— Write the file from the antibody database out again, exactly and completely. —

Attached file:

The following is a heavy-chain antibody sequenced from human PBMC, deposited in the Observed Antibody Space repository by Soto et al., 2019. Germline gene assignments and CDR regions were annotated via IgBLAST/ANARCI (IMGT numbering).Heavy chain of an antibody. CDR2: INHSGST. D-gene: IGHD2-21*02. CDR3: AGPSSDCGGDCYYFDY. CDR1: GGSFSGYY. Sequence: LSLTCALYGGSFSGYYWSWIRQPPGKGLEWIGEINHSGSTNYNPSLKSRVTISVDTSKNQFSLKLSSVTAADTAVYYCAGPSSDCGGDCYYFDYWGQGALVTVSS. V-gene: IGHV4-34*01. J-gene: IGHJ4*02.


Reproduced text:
The following is a heavy-chain antibody sequenced from human PBMC, deposited in the Observed Antibody Space repository by Soto et al., 2019. Germline gene assignments and CDR regions were annotated via IgBLAST/ANARCI (IMGT numbering).Heavy chain of an antibody. CDR2: INHSGST. D-gene: IGHD2-21*02. CDR3: AGPSSDCGGDCYYFDY. CDR1: GGSFSGYY. Sequence: LSLTCALYGGSFSGYYWSWIRQPPGKGLEWIGEINHSGSTNYNPSLKSRVTISVDTSKNQFSLKLSSVTAADTAVYYCAGPSSDCGGDCYYFDYWGQGALVTVSS. V-gene: IGHV4-34*01. J-gene: IGHJ4*02.